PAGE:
Tuesday, April 04, 2006

cell phones in the library 3

{see: "Phones are 'Everyware'", Library Journal, July 2006}

Semacode graffiti: [vandalism of library books, or grassroots reclamation of noosphere (taking the ideaspace out of the hands of monied publishers)?]

A patron reads a book, has some ideas about it, makes some semacode, sticks it on the back cover. The code is easy to print on sticker labels. It looks like this:

Another patron checks out the book, reads it, has some ideas about it, and clicks the semacode tag with her cellular camera...

The code reveals a page rich with uncondoned content, arguments both bolstering and attacking the arguments in the original text, times and places for meet-ups to discuss the material in real-time and face-to-face, related books and websites for further reading, relevant online glossaries, related media files (including vlogs, lectures, tutorials, etc.), and other applications as needed. So much content is created about the book, that this supporting material outweighs the original text. It's all pro-bono, it's all about ideas, it's all for fun, it's all about debate and communication.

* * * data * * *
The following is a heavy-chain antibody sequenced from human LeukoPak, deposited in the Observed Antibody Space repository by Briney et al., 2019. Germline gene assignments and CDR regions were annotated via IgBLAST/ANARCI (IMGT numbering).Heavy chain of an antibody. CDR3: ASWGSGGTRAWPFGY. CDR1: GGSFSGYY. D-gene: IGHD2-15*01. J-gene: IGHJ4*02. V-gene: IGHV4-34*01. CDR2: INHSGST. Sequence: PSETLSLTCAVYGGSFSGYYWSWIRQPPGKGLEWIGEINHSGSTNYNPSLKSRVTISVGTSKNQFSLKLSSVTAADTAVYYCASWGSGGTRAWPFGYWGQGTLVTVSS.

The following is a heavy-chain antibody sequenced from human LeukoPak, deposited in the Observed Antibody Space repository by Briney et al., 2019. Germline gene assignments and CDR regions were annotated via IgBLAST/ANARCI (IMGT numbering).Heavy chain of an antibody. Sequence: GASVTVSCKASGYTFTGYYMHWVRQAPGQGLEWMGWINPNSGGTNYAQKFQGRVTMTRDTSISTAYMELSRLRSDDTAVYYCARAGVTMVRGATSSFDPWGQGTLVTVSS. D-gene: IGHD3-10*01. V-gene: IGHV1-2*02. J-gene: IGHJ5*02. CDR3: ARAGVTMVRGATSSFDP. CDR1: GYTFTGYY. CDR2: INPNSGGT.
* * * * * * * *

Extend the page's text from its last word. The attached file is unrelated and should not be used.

Illegal, rude, unauthoratative?

Such graffiti would be a blessing to libraries and to publishers.


Mood: cavalier
Weather: dark and wet
Listening: Diggable Planets

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